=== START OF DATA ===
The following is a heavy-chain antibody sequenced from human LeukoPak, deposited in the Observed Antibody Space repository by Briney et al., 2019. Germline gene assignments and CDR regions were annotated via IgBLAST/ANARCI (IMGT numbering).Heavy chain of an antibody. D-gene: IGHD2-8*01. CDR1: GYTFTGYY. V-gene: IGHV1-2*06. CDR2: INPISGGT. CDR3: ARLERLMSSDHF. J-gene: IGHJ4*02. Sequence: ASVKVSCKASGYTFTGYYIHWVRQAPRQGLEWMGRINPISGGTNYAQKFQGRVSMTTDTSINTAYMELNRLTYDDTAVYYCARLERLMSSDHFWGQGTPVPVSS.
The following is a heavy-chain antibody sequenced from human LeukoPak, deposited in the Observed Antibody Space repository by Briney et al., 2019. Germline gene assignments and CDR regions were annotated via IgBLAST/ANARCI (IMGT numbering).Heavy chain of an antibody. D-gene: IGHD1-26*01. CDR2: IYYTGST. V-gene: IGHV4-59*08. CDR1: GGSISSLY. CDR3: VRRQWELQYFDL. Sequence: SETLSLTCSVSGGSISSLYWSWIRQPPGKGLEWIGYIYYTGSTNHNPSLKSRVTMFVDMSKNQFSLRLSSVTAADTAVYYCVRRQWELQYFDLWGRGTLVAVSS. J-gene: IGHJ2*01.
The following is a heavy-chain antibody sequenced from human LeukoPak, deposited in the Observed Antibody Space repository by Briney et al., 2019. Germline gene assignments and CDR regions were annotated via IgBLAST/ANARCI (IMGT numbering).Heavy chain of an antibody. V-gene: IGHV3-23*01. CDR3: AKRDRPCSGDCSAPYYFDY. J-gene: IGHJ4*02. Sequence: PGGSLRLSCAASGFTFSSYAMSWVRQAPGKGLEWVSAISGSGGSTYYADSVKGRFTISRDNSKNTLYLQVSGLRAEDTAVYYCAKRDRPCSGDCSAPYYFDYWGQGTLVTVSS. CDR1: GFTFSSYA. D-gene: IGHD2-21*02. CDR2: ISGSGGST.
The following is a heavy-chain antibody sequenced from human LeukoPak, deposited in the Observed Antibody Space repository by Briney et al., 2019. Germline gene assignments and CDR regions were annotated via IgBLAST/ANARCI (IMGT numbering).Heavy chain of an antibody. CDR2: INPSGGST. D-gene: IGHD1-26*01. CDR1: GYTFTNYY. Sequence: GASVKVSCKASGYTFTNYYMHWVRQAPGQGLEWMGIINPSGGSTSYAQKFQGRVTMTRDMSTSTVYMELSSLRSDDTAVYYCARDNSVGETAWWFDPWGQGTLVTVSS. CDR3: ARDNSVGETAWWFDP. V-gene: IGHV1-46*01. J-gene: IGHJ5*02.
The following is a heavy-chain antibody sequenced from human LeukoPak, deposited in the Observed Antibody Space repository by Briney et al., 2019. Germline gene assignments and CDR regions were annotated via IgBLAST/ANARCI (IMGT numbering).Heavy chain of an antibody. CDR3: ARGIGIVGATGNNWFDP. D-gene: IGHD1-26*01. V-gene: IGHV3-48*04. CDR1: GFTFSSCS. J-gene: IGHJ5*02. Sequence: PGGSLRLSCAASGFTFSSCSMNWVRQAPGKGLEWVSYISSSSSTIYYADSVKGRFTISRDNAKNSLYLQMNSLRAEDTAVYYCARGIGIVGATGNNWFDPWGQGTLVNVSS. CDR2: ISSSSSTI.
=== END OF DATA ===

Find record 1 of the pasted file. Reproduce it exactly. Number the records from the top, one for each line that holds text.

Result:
The following is a heavy-chain antibody sequenced from human LeukoPak, deposited in the Observed Antibody Space repository by Briney et al., 2019. Germline gene assignments and CDR regions were annotated via IgBLAST/ANARCI (IMGT numbering).Heavy chain of an antibody. D-gene: IGHD2-8*01. CDR1: GYTFTGYY. V-gene: IGHV1-2*06. CDR2: INPISGGT. CDR3: ARLERLMSSDHF. J-gene: IGHJ4*02. Sequence: ASVKVSCKASGYTFTGYYIHWVRQAPRQGLEWMGRINPISGGTNYAQKFQGRVSMTTDTSINTAYMELNRLTYDDTAVYYCARLERLMSSDHFWGQGTPVPVSS.